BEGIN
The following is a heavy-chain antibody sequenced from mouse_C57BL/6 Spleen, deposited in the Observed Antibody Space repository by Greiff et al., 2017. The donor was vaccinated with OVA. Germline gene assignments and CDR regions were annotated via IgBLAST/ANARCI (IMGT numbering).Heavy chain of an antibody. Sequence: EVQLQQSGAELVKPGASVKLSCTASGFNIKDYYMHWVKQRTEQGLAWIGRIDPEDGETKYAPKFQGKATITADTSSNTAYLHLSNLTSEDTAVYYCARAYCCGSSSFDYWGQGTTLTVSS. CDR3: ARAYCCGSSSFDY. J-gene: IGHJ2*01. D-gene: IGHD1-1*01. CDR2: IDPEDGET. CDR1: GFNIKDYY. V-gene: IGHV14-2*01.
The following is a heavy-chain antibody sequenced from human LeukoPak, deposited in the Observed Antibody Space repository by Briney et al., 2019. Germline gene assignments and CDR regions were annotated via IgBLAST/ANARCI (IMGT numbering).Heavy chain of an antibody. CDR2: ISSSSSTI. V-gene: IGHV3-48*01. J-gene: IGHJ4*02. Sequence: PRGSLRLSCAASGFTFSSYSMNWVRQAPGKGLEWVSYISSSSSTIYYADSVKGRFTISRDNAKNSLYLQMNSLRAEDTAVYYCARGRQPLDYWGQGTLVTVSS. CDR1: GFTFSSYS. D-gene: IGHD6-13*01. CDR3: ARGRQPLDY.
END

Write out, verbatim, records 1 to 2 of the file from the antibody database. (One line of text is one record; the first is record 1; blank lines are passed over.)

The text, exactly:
The following is a heavy-chain antibody sequenced from mouse_C57BL/6 Spleen, deposited in the Observed Antibody Space repository by Greiff et al., 2017. The donor was vaccinated with OVA. Germline gene assignments and CDR regions were annotated via IgBLAST/ANARCI (IMGT numbering).Heavy chain of an antibody. Sequence: EVQLQQSGAELVKPGASVKLSCTASGFNIKDYYMHWVKQRTEQGLAWIGRIDPEDGETKYAPKFQGKATITADTSSNTAYLHLSNLTSEDTAVYYCARAYCCGSSSFDYWGQGTTLTVSS. CDR3: ARAYCCGSSSFDY. J-gene: IGHJ2*01. D-gene: IGHD1-1*01. CDR2: IDPEDGET. CDR1: GFNIKDYY. V-gene: IGHV14-2*01.
The following is a heavy-chain antibody sequenced from human LeukoPak, deposited in the Observed Antibody Space repository by Briney et al., 2019. Germline gene assignments and CDR regions were annotated via IgBLAST/ANARCI (IMGT numbering).Heavy chain of an antibody. CDR2: ISSSSSTI. V-gene: IGHV3-48*01. J-gene: IGHJ4*02. Sequence: PRGSLRLSCAASGFTFSSYSMNWVRQAPGKGLEWVSYISSSSSTIYYADSVKGRFTISRDNAKNSLYLQMNSLRAEDTAVYYCARGRQPLDYWGQGTLVTVSS. CDR1: GFTFSSYS. D-gene: IGHD6-13*01. CDR3: ARGRQPLDY.